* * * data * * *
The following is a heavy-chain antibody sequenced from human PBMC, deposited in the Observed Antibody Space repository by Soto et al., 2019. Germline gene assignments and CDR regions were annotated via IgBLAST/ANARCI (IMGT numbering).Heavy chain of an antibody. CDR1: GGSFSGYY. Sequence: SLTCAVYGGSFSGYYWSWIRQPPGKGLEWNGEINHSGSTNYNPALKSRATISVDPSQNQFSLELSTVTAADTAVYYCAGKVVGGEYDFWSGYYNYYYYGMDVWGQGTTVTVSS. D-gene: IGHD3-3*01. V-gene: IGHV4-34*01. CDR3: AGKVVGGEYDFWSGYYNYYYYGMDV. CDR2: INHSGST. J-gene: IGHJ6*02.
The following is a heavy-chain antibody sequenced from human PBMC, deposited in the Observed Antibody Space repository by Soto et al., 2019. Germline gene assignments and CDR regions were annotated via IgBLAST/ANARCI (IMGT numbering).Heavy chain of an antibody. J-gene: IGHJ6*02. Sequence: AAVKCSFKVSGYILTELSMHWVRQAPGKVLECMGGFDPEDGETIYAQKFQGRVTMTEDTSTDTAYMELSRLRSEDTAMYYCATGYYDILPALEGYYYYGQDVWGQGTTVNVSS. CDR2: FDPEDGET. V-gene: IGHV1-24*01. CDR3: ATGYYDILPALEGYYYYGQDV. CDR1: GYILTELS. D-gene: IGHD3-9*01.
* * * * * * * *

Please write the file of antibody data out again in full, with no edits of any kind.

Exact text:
The following is a heavy-chain antibody sequenced from human PBMC, deposited in the Observed Antibody Space repository by Soto et al., 2019. Germline gene assignments and CDR regions were annotated via IgBLAST/ANARCI (IMGT numbering).Heavy chain of an antibody. CDR1: GGSFSGYY. Sequence: SLTCAVYGGSFSGYYWSWIRQPPGKGLEWNGEINHSGSTNYNPALKSRATISVDPSQNQFSLELSTVTAADTAVYYCAGKVVGGEYDFWSGYYNYYYYGMDVWGQGTTVTVSS. D-gene: IGHD3-3*01. V-gene: IGHV4-34*01. CDR3: AGKVVGGEYDFWSGYYNYYYYGMDV. CDR2: INHSGST. J-gene: IGHJ6*02.
The following is a heavy-chain antibody sequenced from human PBMC, deposited in the Observed Antibody Space repository by Soto et al., 2019. Germline gene assignments and CDR regions were annotated via IgBLAST/ANARCI (IMGT numbering).Heavy chain of an antibody. J-gene: IGHJ6*02. Sequence: AAVKCSFKVSGYILTELSMHWVRQAPGKVLECMGGFDPEDGETIYAQKFQGRVTMTEDTSTDTAYMELSRLRSEDTAMYYCATGYYDILPALEGYYYYGQDVWGQGTTVNVSS. CDR2: FDPEDGET. V-gene: IGHV1-24*01. CDR3: ATGYYDILPALEGYYYYGQDV. CDR1: GYILTELS. D-gene: IGHD3-9*01.